Tradition is a powerful force at Passage to India. Running 25 years strong, the Zagat-rated eatery embraces the culinary techniques developed over millennia across the Indian subcontinent. Chefs draw on time-honored cooking methods such as slow-roasting chicken, lamb, and shrimp inside a coal-heated clay tandoor ovens—a practice that speaks to the restaurant's refusal to cut corners when preparing their menu of familiar Indian comfort foods.
The chefs make their own cheese in-house for dishes such as the Bengali staple, Rasgulla—cheese balls soaked in syrup—or the northern Matter Paneer blended with peas and spices. At the same time, they create crepe-like dosas filled with potatoes, herbs and spices to show their appreciation for southern Indian cuisine.
This dedication to the vibrant and varied flavors of Indian cuisine is evident throughout Passage to India's décor. The salmon-pink booths and mahogany chairs complement the wall art, a melange of bold swaths of crimson and saffron-yellow hues. Overhead, ceiling fans waft fresh air throughout the room and dangling pendant lamps gently light each of the tables.
Artisan’s Asylum is essentially a big artsy adult playground. Classes here are strictly for ages 18 and older, and they run the gamut of creative expression from screenprinting to bicycle building. Become a member to take advantage of the studios and tools, or stop by for one of their frequent workshops to learn about a niche craft or a broadly applicable skill such as marketing.
It's always a party at Anna's Taqueria, where the Mexican dishes are so incredibly tasty fans have a hard time containing their excitement (just read the chain of five-star reviews!).
If you're in need of a booster seat, this restaurant's got you covered. This is a great spot for the whole family.
Anna's Taqueria is first-come, first-served, so plan accordingly.
The dress code at Anna's Taqueria is as relaxed as the ambience, so wear whatever suits you.
Or, take your grub to go.
At Anna's Taqueria, you can find nearby options for both street and lot parking.
Hop on public transit if driving's not your speed; accessible stops include Davis Station (Red), Porter Square Station (Red), and Porter Square (Fitchburg/South Acton).
Commute by bike to Anna's Taqueria and find easy bike parking.
Make your way to an ATM before you make your way to the restaurant — Anna's Taqueria is cash-only.
Catering to diners throughout the day (and night), Anna's Taqueria serves AM, PM, and midday meals.
For the highest rated Mexican food around, make Anna's Taqueria your first stop.
So kick back and enjoy some delicious Mexican food at Anna's Taqueria.
When you're ready for a delicious meal, pay Anna's Taqueria a visit and taste the many flavors of Mexico.
Opt for a classic caprese sandwich or venture out of your comfort zone at Thistle and Shamrock — this delicious sandwich shop satisfies any stomach.
For the tastes of Thistle and Shamrock from the comfort of your next party, the restaurant also offers catering services.
Heading to Thistle and Shamrock for a tasty meal? Drive on over and park in a matter of seconds.
Don't feel like driving? Public transportation is right around the corner, with available stops at Porter Square Station (Red) and Porter Square (Fitchburg/South Acton).
Bikers can store their bikes safely while they enjoy a meal at Thistle and Shamrock.
Thistle and Shamrock offers a nice selection of mid-range cuisine, so you can expect a meal there to cost about $30 or less per person.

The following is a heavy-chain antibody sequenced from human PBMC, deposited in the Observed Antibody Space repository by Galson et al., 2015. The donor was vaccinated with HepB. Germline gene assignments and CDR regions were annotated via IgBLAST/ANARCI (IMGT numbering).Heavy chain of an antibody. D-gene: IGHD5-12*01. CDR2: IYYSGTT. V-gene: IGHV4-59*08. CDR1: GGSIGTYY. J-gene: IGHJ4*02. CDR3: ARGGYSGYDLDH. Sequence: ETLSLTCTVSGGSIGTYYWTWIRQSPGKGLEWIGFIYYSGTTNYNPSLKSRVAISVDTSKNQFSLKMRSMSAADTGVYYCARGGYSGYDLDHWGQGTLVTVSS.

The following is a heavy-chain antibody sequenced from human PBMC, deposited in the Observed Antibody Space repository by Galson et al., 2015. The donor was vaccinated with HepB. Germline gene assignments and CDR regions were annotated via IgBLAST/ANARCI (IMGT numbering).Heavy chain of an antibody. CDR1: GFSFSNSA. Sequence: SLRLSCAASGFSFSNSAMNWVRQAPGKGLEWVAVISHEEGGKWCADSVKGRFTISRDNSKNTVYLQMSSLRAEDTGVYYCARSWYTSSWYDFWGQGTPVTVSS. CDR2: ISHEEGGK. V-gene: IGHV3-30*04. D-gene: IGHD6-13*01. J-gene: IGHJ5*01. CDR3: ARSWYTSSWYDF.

For a quick tasty lunch that will leave you wanting more, the sandwiches at Thistle and Shamrock will not disappoint.
So if you're looking for a deli to get some delicious eats, Thistle and Shamrock is exactly the place you want to go.
When Rachael Ray, Guy Fieri, and The Boston Globe's resident foodies all flock to a restaurant—praising the Hot Mess, Mac Attack, and The King, respectively—you know it’s a hit. That's the Boston Burger Company, whose founders have created a destination burger joint to rival the best of America's burgeoning burger scene.
Of their 24 burgers, all but three boast an eight-ounce certified Angus burger patty. But even their veggie, conch, and turkey burgers get the same creative, careful preparation—they can be beer-battered and fried or rubbed with Cajun seasoning, but all are cooked to perfection. Each burger is crowned with some inventive and surprising toppings, including balsamic mayo, fried bananas, and mac and cheese, to name a few. These seriously imaginative recipes have garnered a lot of attention, winning Rachael Ray's Battle of the Best Burger competition, Boston Magazine's Battle of the Burger, and a place in Guy Fieri's heart on Diners, Drive-Ins and Dives.
The burgers are not the menu's only notable edibles, however. Besides creating a collection of classic salads and chicken sandwiches, chefs also fry up boneless wings tossed in one of eight sauces—including honey barbecue, garlic parmesan, or terodactyl sauce, a tangy fusion of teriyaki and barbecue sauces.
In college, Terence Rogers dreamt of starting his own breakfast food truck. But there was a problem: he had no culinary training to speak of. Several jobs in restaurants later, Terence finally realized his dream (well, sort of) by opening TBD Foods, a catering company that cooks gourmet meals in customers' homes.
Whether they're catering for small family gatherings or large corporate events, Terence and company works with clients to craft the perfect menu, taking into account budgets, allergies, and even favorite dishes. The results are finely crafted meals made from locally sourced ingredients; suppliers include Sienna Farms, RI Mushroom Company, and New Deal Fish Market. Prep and cleanup are handled by the TBD staff, so hosts only have to worry about making small talk with that one uncle who falls asleep every few minutes.